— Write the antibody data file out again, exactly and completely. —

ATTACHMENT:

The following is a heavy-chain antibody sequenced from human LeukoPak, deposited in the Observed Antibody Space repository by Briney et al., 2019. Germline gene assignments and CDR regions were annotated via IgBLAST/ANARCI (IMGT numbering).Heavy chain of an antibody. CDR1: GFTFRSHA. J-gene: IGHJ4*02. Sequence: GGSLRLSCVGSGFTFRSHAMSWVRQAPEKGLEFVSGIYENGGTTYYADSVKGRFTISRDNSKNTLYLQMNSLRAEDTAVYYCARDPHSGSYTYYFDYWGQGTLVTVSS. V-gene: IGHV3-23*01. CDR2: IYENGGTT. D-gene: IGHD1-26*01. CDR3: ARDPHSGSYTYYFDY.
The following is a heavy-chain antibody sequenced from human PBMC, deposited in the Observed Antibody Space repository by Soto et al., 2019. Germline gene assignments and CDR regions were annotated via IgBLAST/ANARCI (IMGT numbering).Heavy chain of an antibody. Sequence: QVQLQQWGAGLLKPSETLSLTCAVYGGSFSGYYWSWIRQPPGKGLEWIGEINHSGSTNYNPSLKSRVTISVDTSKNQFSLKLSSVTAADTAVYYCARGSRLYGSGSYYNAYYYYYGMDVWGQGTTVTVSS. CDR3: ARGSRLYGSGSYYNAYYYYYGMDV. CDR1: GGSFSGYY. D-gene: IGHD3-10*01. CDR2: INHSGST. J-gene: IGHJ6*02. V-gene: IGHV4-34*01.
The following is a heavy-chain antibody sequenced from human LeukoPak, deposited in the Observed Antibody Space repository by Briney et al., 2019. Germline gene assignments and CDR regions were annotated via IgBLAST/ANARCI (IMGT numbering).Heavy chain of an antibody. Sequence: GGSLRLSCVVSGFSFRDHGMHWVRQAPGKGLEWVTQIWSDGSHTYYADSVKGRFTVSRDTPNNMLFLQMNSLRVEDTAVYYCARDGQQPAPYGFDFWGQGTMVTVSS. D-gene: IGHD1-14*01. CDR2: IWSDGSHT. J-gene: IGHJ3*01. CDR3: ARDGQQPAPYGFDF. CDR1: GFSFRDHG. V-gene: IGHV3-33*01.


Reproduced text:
The following is a heavy-chain antibody sequenced from human LeukoPak, deposited in the Observed Antibody Space repository by Briney et al., 2019. Germline gene assignments and CDR regions were annotated via IgBLAST/ANARCI (IMGT numbering).Heavy chain of an antibody. CDR1: GFTFRSHA. J-gene: IGHJ4*02. Sequence: GGSLRLSCVGSGFTFRSHAMSWVRQAPEKGLEFVSGIYENGGTTYYADSVKGRFTISRDNSKNTLYLQMNSLRAEDTAVYYCARDPHSGSYTYYFDYWGQGTLVTVSS. V-gene: IGHV3-23*01. CDR2: IYENGGTT. D-gene: IGHD1-26*01. CDR3: ARDPHSGSYTYYFDY.
The following is a heavy-chain antibody sequenced from human PBMC, deposited in the Observed Antibody Space repository by Soto et al., 2019. Germline gene assignments and CDR regions were annotated via IgBLAST/ANARCI (IMGT numbering).Heavy chain of an antibody. Sequence: QVQLQQWGAGLLKPSETLSLTCAVYGGSFSGYYWSWIRQPPGKGLEWIGEINHSGSTNYNPSLKSRVTISVDTSKNQFSLKLSSVTAADTAVYYCARGSRLYGSGSYYNAYYYYYGMDVWGQGTTVTVSS. CDR3: ARGSRLYGSGSYYNAYYYYYGMDV. CDR1: GGSFSGYY. D-gene: IGHD3-10*01. CDR2: INHSGST. J-gene: IGHJ6*02. V-gene: IGHV4-34*01.
The following is a heavy-chain antibody sequenced from human LeukoPak, deposited in the Observed Antibody Space repository by Briney et al., 2019. Germline gene assignments and CDR regions were annotated via IgBLAST/ANARCI (IMGT numbering).Heavy chain of an antibody. Sequence: GGSLRLSCVVSGFSFRDHGMHWVRQAPGKGLEWVTQIWSDGSHTYYADSVKGRFTVSRDTPNNMLFLQMNSLRVEDTAVYYCARDGQQPAPYGFDFWGQGTMVTVSS. D-gene: IGHD1-14*01. CDR2: IWSDGSHT. J-gene: IGHJ3*01. CDR3: ARDGQQPAPYGFDF. CDR1: GFSFRDHG. V-gene: IGHV3-33*01.